At the end of last season, Arséne Wenger admitted that they could not win the league while conceding 41 goals. For a man who prefers qualifications and assessments made in terms of approximation, this was a rare to-the-point assessment.
One year later, and his statement proved true once again. Arsenal could not win the title conceding 42 goals.
Carlo Ancelotti has been relieved of his duties in the most vulgar sense of “with immediate effect”.
While remaining fans waited out the pain of M62 traffic amid Goodison Park’s littered aisles, Carlo Ancelotti was relieved of his duties at Chelsea. There is little surprise; speculation about his future had been growing for some time. Had a top Premier League manager been asked about his future as often as Ancelotti? The smell of a slow death was covered up by his casual Zen-like acceptance of fate. His shrug and frown a sign that he had taken of control by yielding it (or tacitly admitting that he hadn’t anything to yield in the first place). The shocking part comes from the expediency of his dismissal following his post-game press conference.
General opinion had been making a case for Ancelotti’s stay based on leading Chelsea to its first double, his history of achievements as a manager and player, and his affability and integrity. For all the advantages that controversy brings to the media, the majority support of the manager perhaps points to a combative position—not anti-Chelsea or anti-Abramovich—but a collective fight against pointless madness. Why really was he sacked?
One of the great mysteries of the Premier League season was Chelsea’s severe drop in form in November and December, which saw them go 2-4-3 in league matches, taking only ten points from a possible twenty-seven after starting the season 8-1-1, taking twenty-five points of the first thirty. This was a prolonged slump for a team like Chelsea. In January and February, the club began to turn things around, and from March though the end of the season Chelsea went 8-2-2.
If the club hadn’t re-discovered the early season form that touted them as the league’s projected winner in October, any number of explanations from an aging squad to the narrow formation to Ancelotti’s uninspiring calm composure would have been sufficient. By chasing Manchester United into the final weeks of the season, after long being declared out of the title race, derails the customary analyses. Which conditions had changed so radically during this period to account for the severe slump? Nothing convincing has been put forth.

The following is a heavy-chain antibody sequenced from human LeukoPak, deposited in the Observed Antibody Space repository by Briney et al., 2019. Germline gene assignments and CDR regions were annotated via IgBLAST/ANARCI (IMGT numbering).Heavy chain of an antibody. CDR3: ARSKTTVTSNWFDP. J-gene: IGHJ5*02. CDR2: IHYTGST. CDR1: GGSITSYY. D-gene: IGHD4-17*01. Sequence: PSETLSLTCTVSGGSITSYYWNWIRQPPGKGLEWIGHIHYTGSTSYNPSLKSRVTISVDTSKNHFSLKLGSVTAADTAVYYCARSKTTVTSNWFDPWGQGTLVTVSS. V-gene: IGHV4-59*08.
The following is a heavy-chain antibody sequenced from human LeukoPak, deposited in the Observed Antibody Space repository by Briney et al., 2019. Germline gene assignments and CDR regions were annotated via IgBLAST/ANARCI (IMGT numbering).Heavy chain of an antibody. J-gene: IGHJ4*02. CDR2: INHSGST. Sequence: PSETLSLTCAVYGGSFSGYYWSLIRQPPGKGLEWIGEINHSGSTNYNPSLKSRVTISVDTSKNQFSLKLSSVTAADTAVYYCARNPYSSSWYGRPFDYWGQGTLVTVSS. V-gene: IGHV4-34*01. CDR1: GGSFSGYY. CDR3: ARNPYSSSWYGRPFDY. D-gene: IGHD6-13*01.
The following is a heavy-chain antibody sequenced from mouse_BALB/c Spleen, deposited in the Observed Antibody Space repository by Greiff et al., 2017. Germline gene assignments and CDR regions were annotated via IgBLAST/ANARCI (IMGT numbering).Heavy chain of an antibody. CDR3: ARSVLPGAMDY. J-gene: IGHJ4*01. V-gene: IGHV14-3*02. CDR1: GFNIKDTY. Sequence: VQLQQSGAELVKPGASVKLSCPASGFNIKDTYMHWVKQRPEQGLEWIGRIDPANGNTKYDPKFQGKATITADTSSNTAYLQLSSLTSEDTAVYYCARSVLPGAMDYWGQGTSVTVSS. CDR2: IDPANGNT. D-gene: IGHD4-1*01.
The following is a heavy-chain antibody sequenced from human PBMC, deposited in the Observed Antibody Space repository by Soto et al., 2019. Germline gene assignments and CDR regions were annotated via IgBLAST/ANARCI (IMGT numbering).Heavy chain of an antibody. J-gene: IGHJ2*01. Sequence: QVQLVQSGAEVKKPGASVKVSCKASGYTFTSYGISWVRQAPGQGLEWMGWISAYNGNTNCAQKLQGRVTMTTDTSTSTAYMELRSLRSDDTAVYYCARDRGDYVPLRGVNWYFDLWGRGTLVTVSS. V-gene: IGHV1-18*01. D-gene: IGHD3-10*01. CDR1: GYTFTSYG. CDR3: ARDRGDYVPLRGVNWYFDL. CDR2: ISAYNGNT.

It is reductionist at this point to say that Ancelotti was sacked for not winning the Champions League. Although Roman Abramovich seems to be refining his performance review in this direction, to date no manager has been sacked for not winning the Champions League in a season when the Premier League has been won. And since no Chelsea manager under Abramovich has won the Champions League when not winning the Premier League, it must be assumed that Ancelotti’s sacking was based on the failure to take the consolation prize of league title, which has its origin in the mysterious mid-season slump.
The Mercy Kill or The Last Game of the Season.
The search for answers can begin.
Ex-Arsenal youth and journeyman Jermaine Pennant, the man who forgot he owned a Porsche, comes back to haunt his former team.
Arsenal’s near flawless performance is too little far too late for redemption, recovery, or to qualify as a bright spot.
Almost a year to the day, the film for this trailer is released.